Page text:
If you want to pick a quarrel with Cézanne, Cézanne and the Modern at the Ashmolean provides cues. Take his own quarrel with lines. Cézanne walks into the woods with a sheet pinned to a board. A tree trunk heads upwards, reaching for light. Cézanne’s pencil follows it. There is a line in nature and now there is a line on the sheet. But no, that won’t do. Stuff buffets the line sideways, Cézanne decides: here it will have to fall back, breaking like a rank under fire; and there, hatchings and dabs of wash must push the front forward. What stuff? ‘More nature’ might be one answer: the sunlight and foliage among which the trunk rises up. That would be an Impressionist answer, insofar as Impressionists believed in ambiences rather than bounded bodies. But with Cézanne, the sheet itself is trumps. Every challenge to the paper’s continuity must be checked. Clean verticals threaten its integrity: chop them, skew them. So much for the tree trunk and where it wanted to go.
On a tabletop shared by grapes, apples and a wine bottle, a shapely carafe gives up the ghost in a shudder of halations. The grapes likewise dematerialise, floating free of the sheet like the ‘grin without a cat’ in Alice in Wonderland. This still life and the tree studies are sheets worked far away from Paris by a solitary man in late middle-age, yet what high-pitched melodramas he enacts. Slow, tremulous and precious, his disposition of strokes and dabs across the paper: a tree-arch forms a private proscenium within which four sharp and radiant colours perform a geometrical ballet. And yes, the arch interests Cézanne with its topological promise, the distinctive type of space it asks him to inhabit, in much the way that fruit interests him, or Mont Sainte-Victoire. Interest generates pleasure and there’s no quarrelling with that. But it remains the generic interest of an aesthete on the prowl for stimuli, and the trust he keeps is not with this or that made thing – hill, tree or bottle – but with the paper’s glow, with a big bright latency that represents the cause of art.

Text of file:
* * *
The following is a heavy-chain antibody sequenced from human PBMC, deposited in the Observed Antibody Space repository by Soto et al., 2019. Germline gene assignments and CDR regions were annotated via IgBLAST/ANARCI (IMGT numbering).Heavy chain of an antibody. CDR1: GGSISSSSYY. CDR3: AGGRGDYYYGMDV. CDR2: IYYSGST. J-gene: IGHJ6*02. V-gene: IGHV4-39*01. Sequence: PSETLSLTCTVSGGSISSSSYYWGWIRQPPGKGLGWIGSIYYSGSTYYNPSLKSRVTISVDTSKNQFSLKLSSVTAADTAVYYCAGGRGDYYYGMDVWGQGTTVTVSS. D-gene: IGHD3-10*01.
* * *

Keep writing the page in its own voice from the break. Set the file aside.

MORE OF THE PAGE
The 18 works on paper and six canvases by Cézanne on show at the Ashmolean (until 22 June) come from an American collection, other items from which – a Van Gogh, a Degas and a Sisley – help put them in historical focus. Vincent turns a streetcorner in Arles and encounters the old stagecoach from Daudet’s Tartarin de Tarascon, a favourite novel: he seizes the moment and paints its portrait. He even scrawls its destination on its flank. How salutary it is to be thrust back – brutally, with all the vehemence of Van Gogh’s ‘high yellow’ summer of 1888 – into a world of names, meanings and products that have forms, functions and histories. How chilling it is, in the wake of this, to enter the innermost sanctum of Parisian aesthetics, the studio where Degas mulls over his nude studies, recomposing them on a large canvas into an airless and majestically sardonic artifice, a rear view of a contorted girl that samples and overdubs the retreating echoes of his own erotic interest. Degas and Cézanne, these rentier-researchers with their expansive resources of paper and canvas, have risen above the modest creed on which the Impressionist Sisley still relies, setting his easel before water and poplars: among nature’s endless rhythmic flux, one bounded object must still persist, the properly resolved artwork.